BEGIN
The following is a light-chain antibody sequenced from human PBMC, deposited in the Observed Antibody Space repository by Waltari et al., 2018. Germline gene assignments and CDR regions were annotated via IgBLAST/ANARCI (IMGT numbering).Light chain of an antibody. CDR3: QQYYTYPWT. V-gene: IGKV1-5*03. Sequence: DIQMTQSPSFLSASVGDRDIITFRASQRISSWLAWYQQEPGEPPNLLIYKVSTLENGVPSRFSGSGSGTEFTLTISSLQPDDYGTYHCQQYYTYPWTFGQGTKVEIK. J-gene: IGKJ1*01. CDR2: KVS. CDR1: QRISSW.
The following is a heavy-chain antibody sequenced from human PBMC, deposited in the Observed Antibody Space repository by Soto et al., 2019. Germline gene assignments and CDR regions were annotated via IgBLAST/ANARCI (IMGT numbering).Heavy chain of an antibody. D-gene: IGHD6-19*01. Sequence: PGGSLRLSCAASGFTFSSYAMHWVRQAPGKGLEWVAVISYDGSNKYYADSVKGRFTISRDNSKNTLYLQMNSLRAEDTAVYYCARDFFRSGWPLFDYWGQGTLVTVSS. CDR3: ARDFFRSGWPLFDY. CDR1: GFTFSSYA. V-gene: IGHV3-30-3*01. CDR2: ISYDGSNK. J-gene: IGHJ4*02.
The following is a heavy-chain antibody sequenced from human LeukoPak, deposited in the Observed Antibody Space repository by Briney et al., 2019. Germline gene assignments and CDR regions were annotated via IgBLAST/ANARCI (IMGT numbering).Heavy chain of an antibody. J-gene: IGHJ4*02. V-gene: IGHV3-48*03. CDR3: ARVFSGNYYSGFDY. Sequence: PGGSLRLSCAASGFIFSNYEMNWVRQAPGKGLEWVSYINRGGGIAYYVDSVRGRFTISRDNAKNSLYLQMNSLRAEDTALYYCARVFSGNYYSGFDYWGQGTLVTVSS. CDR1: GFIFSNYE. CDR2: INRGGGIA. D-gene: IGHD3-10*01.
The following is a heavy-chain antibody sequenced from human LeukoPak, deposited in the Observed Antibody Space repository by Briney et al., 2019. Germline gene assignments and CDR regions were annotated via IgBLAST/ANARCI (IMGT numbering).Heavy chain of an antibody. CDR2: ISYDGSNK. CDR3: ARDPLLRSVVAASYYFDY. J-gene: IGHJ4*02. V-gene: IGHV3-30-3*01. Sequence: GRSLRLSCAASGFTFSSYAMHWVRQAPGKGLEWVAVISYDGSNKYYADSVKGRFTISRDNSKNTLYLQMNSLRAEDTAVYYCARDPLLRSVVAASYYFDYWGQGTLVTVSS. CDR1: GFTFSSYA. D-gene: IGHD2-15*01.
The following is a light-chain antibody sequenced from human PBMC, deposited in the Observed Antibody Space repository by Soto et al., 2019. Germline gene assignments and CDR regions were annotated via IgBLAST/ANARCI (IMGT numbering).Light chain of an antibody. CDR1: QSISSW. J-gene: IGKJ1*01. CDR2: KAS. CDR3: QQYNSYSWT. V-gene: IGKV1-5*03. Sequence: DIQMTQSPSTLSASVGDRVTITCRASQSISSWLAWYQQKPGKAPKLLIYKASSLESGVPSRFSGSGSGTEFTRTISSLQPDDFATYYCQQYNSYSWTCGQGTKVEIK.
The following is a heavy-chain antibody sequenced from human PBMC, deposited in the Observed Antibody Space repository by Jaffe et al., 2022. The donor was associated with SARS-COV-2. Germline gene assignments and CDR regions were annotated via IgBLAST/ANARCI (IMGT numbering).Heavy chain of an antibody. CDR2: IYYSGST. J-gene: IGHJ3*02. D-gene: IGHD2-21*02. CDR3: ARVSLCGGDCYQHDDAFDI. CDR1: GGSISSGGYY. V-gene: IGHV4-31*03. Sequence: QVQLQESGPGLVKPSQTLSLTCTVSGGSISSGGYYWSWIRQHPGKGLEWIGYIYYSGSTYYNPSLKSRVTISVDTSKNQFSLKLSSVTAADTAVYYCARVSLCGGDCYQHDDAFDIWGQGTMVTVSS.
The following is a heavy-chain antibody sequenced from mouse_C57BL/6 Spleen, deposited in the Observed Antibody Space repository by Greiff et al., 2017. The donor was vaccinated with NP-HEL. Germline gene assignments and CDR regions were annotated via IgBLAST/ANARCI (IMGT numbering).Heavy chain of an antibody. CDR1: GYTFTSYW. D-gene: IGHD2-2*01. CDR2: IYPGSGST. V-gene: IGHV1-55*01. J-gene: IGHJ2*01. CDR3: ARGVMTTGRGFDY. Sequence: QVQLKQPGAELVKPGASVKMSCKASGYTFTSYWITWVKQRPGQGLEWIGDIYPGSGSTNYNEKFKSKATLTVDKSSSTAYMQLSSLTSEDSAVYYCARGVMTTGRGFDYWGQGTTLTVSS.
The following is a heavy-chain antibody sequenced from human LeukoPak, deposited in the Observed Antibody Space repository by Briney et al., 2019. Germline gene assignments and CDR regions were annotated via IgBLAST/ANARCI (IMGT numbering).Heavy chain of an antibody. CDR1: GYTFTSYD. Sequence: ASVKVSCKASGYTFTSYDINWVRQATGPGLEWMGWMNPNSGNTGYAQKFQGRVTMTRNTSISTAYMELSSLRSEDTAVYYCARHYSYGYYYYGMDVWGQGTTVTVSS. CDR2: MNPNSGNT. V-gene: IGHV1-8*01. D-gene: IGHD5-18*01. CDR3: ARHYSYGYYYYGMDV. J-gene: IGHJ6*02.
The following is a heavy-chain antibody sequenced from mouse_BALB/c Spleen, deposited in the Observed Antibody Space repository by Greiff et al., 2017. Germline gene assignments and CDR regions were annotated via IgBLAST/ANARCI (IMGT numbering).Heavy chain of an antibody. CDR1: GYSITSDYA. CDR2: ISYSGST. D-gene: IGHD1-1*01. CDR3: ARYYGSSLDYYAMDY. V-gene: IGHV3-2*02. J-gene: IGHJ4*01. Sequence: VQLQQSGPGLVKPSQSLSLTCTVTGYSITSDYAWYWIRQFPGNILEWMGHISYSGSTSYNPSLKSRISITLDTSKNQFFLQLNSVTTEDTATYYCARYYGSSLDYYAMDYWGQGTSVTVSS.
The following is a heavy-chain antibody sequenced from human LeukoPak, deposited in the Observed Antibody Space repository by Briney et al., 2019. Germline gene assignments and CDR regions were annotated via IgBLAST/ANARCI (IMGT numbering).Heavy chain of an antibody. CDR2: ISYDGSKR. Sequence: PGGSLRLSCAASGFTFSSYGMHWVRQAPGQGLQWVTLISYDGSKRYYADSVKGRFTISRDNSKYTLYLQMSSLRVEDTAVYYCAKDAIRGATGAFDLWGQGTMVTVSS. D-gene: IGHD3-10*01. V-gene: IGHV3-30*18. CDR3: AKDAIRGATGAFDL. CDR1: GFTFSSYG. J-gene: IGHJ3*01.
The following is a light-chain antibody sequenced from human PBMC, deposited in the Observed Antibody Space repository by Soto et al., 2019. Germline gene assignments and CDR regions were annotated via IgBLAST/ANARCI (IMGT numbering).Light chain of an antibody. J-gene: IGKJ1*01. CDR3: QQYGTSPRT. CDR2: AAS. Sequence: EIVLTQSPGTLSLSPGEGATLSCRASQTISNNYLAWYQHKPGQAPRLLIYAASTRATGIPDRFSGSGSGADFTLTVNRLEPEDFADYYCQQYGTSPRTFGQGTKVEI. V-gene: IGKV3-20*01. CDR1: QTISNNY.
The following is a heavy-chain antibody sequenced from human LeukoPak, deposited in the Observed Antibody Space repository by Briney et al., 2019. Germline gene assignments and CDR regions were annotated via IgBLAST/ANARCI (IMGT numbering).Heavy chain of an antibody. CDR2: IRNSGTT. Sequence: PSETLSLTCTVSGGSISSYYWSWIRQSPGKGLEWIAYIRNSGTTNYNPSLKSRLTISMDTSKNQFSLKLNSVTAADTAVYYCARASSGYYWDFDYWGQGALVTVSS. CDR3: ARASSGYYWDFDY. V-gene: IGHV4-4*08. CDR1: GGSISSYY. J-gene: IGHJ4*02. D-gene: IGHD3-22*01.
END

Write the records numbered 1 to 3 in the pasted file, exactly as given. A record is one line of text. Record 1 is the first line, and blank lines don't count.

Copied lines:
The following is a light-chain antibody sequenced from human PBMC, deposited in the Observed Antibody Space repository by Waltari et al., 2018. Germline gene assignments and CDR regions were annotated via IgBLAST/ANARCI (IMGT numbering).Light chain of an antibody. CDR3: QQYYTYPWT. V-gene: IGKV1-5*03. Sequence: DIQMTQSPSFLSASVGDRDIITFRASQRISSWLAWYQQEPGEPPNLLIYKVSTLENGVPSRFSGSGSGTEFTLTISSLQPDDYGTYHCQQYYTYPWTFGQGTKVEIK. J-gene: IGKJ1*01. CDR2: KVS. CDR1: QRISSW.
The following is a heavy-chain antibody sequenced from human PBMC, deposited in the Observed Antibody Space repository by Soto et al., 2019. Germline gene assignments and CDR regions were annotated via IgBLAST/ANARCI (IMGT numbering).Heavy chain of an antibody. D-gene: IGHD6-19*01. Sequence: PGGSLRLSCAASGFTFSSYAMHWVRQAPGKGLEWVAVISYDGSNKYYADSVKGRFTISRDNSKNTLYLQMNSLRAEDTAVYYCARDFFRSGWPLFDYWGQGTLVTVSS. CDR3: ARDFFRSGWPLFDY. CDR1: GFTFSSYA. V-gene: IGHV3-30-3*01. CDR2: ISYDGSNK. J-gene: IGHJ4*02.
The following is a heavy-chain antibody sequenced from human LeukoPak, deposited in the Observed Antibody Space repository by Briney et al., 2019. Germline gene assignments and CDR regions were annotated via IgBLAST/ANARCI (IMGT numbering).Heavy chain of an antibody. J-gene: IGHJ4*02. V-gene: IGHV3-48*03. CDR3: ARVFSGNYYSGFDY. Sequence: PGGSLRLSCAASGFIFSNYEMNWVRQAPGKGLEWVSYINRGGGIAYYVDSVRGRFTISRDNAKNSLYLQMNSLRAEDTALYYCARVFSGNYYSGFDYWGQGTLVTVSS. CDR1: GFIFSNYE. CDR2: INRGGGIA. D-gene: IGHD3-10*01.